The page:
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Small Business Tax Rate Comparison: The Essential Guide

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Small business taxes can get complicated, especially since there isn’t a single classification or form when filing with the IRS. Adding state and local taxes to the complex federal tax requirements makes matters worse.

As a small business owner, you want to focus your time and attention on running your business, managing employees, and satisfying your customers. No one wants to get stuck wading through complex business taxes.

This guide will cover what you need to know about small business taxes, including how different entities are taxed and what exemptions and deductions are available. Specifically, we’ll answer these questions and more:

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    What is the federal tax rate for small businesses?

    The IRS does not have a tax category for “small business.” Instead, the taxes your business owes depend on how your company is structured.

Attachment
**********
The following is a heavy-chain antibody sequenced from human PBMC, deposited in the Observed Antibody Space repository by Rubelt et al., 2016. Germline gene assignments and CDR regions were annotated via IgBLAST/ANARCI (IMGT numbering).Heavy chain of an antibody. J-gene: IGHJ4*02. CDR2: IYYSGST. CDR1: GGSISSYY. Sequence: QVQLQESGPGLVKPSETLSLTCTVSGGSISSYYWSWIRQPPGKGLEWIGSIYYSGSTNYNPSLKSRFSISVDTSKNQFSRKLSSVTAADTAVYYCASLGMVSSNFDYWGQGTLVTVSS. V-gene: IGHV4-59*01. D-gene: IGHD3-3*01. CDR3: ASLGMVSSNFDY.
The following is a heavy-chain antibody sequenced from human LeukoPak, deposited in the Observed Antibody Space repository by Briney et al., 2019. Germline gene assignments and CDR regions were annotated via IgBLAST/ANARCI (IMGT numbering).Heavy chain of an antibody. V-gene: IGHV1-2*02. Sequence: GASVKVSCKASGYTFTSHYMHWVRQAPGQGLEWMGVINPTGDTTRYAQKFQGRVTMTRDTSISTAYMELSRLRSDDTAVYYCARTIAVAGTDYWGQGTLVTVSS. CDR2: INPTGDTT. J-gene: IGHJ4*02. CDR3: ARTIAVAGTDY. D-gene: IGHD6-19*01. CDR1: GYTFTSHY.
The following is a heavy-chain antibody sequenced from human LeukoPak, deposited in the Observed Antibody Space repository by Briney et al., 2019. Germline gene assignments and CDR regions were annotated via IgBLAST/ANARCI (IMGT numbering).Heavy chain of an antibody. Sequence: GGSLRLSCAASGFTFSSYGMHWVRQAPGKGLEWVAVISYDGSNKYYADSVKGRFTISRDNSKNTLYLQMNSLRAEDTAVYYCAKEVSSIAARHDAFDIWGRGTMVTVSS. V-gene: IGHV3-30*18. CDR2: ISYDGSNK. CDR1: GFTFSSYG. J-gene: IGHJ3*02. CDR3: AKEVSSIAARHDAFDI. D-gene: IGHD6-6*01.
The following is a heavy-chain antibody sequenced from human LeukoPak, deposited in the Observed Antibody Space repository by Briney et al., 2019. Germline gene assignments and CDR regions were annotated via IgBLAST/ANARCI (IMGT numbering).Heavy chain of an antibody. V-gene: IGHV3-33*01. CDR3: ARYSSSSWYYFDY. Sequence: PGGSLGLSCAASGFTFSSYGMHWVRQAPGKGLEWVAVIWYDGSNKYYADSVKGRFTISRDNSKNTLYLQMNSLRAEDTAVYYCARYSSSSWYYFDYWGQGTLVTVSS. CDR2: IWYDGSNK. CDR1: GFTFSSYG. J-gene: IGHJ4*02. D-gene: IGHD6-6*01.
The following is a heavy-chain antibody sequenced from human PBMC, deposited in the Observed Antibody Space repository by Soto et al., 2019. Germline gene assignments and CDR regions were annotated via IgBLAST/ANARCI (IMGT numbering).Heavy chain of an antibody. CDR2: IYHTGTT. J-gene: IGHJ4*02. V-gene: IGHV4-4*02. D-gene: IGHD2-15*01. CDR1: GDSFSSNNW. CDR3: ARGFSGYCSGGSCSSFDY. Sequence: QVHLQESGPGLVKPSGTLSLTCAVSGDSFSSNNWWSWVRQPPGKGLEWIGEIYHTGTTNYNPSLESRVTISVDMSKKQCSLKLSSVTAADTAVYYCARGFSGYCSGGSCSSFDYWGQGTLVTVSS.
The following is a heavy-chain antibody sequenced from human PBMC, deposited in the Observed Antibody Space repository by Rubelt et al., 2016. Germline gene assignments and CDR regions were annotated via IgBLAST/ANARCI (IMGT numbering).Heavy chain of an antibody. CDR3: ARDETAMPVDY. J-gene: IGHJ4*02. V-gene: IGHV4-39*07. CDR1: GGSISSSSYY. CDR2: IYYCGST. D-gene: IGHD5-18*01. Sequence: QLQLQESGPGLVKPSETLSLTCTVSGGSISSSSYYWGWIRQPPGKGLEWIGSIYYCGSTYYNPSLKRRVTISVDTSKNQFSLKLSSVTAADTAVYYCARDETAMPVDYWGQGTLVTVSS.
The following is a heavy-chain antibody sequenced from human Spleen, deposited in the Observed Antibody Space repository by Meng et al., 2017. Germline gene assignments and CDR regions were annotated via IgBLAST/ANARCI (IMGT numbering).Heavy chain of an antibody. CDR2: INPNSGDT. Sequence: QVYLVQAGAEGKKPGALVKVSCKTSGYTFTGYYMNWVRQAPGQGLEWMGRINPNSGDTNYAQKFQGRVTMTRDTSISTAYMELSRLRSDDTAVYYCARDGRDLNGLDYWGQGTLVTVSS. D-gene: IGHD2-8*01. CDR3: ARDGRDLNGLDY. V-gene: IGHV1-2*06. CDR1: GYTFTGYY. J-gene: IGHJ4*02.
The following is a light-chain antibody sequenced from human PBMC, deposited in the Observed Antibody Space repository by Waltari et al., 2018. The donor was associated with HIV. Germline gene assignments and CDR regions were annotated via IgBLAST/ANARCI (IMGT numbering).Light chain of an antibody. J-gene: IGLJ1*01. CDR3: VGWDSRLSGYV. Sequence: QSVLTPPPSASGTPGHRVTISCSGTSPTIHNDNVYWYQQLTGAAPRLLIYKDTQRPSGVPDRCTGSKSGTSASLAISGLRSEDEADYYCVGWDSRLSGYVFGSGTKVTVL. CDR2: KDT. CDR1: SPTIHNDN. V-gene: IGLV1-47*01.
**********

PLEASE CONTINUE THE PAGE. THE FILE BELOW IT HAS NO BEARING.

Corporation Income Tax

    Entities listed as C Corporations (the default corporation status) are only required to pay the corporate tax rate. It’s actually simpler for C corporations (C-Corp) since the corporate income tax is a flat rate of 21%. However, C-Corps are subject to the dreaded double taxation.

    The corporation pays 21% of business income off the top of gross receipts. Shareholders are then taxed for any dividends they receive from the business. C Corporations only comprise 7.9% of US businesses but contribute 58.9% of business receipts.

    Pass-Through Entities

    Most small businesses are structured as some form of pass-through entity. These include sole proprietorships, partnerships, some limited liability companies (LLCs), and S corporations (S-Corps).

    Pass-through entities usually don’t pay any tax at the entity level. Instead, the tax burden “passes through” the business to shareholders, partners, and business owners.